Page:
The Tao of Leadership

Sometimes I sit and stare at a blank screen for hours. Not a single creative thought in that cavernous mass of gray matter called a brain. It’s extremely frustrating when I have to come up with a column, especially one that’s actually worth reading.

But approach me with a problem and watch me instantly come alive and spring into action. I don’t always have the answer, but I can always figure out what to do. What path to take. Which questions to ask and of whom to ask them.

I’m like a Problems R Us store.

No wonder I loved being an executive so much. Every day was a new set of problems to solve. It was always something. And problems require action. Engagement. Interaction. For me, that always felt comfortable.

Problem solving is very yang. Aggressive. Masculine.

Writing insightful commentary, on the other hand, requires creativity. Patience. It’s solitary work. It’s passive. And for me, that’s challenging. Uncomfortable. And sometimes, so hard and annoying it drives me nuts.

Writing is very yin. Passive. Feminine.

I used to think I was such a good executive. Maybe even a good leader. Strong. Decisive. Results oriented. I was all about making things happen. Solving problems. Accomplishing goals. Getting the job done. Knocking the ball out of the park.

But here’s the thing. There are times when a leader is better off doing absolutely nothing. Far better off, in fact.

If you study the Tao Te Ching by Lao Tzu, you begin to see the limitations and pitfalls of action and aggression. And you begin to understand the wisdom and insight that come from being passive and patient.

Young male leaders are inevitably heavy on the yang, as I was. But as they mature, effective leaders tend to develop more of a sense of balance. They become more adept at knowing when to speak up and act decisively … and when to sit quietly, listen, and wait.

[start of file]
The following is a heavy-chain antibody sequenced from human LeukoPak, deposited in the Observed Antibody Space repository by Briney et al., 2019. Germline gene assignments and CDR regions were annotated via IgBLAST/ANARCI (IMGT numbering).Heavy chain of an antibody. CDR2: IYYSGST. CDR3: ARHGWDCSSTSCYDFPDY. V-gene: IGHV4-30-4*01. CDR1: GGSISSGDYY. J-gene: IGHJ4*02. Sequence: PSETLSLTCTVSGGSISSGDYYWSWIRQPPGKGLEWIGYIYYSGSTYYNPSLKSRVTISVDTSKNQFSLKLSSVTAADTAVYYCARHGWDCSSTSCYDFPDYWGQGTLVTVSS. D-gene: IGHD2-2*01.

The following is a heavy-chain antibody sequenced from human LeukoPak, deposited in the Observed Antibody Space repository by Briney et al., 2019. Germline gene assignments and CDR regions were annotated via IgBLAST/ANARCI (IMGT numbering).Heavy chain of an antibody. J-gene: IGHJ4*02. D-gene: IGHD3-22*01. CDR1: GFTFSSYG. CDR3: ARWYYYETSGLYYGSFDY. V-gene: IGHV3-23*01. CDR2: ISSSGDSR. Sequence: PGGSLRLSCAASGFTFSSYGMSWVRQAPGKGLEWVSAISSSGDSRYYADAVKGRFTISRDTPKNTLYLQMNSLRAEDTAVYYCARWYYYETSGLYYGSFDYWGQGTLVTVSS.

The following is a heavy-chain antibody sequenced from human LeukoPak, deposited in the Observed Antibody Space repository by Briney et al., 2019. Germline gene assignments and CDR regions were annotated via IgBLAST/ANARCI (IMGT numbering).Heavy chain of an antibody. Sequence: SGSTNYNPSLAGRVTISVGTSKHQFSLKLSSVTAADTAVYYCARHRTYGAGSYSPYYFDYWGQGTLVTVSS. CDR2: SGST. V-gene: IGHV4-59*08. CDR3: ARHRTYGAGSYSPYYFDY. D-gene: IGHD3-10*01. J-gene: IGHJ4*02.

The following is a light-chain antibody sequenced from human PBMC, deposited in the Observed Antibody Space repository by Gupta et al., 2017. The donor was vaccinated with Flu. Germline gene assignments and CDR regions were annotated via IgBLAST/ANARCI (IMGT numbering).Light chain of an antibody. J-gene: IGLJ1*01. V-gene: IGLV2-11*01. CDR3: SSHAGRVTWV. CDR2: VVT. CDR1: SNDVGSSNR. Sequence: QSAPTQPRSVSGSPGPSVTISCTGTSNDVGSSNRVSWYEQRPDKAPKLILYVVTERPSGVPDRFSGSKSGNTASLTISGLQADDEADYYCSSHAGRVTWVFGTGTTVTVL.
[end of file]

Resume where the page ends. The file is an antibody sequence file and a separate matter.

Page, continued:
In college, we heard the term equilibrium a lot. In more than two decades in the corporate world, I’m not sure I heard it once. Granted, it’s rare to find managers that have achieved that sort of stability and balance – where their team or company operates so effectively that you can say the organization is in a state of equilibrium.

But I have worked with a handful of CEOs on one or two management teams that fit that description. And what we managed to achieve was as remarkable as it was rewarding for everyone involved. 

That’s probably why I find it so amusing – in a twisted and cynical sort of way – to hear people talk endlessly about the importance of leadership qualities like emotional intelligence and soft skills. And our sound bite culture inevitably misinterprets that to mean leaders should be more sensitive and empathetic and communicate better.

To me, that’s like boiling down the Tao Te Ching to “do nothing” or the Art of War to “appear weak when you are strong and strong when you are weak.” It sort of trivializes some very deep and powerful concepts that you can spend a lifetime studying and practicing and come nowhere near mastering.

If you’ve ever wondered what a management consultant does – that’s what I do when I’m not writing – look no further than Peter Drucker, the father of modern management. Drucker helped executives to understand new concepts and see things in different ways. He rarely told them what they should do. The guy was like a modern day Lao Tzu.

Too bad Drucker never was a CEO. He might have been the best. Then again, maybe he achieved that level of balance by writing 39 books. Maybe executives and leaders can tone down their yang improve their yin by writing. Maybe the key to equilibrium is literally at your fingertips. Maybe that’s how Lao Tzu did it.

Writing may be hard, but it’s a hell-of-a-lot more practical for a busy executive than becoming a monk, that’s for sure.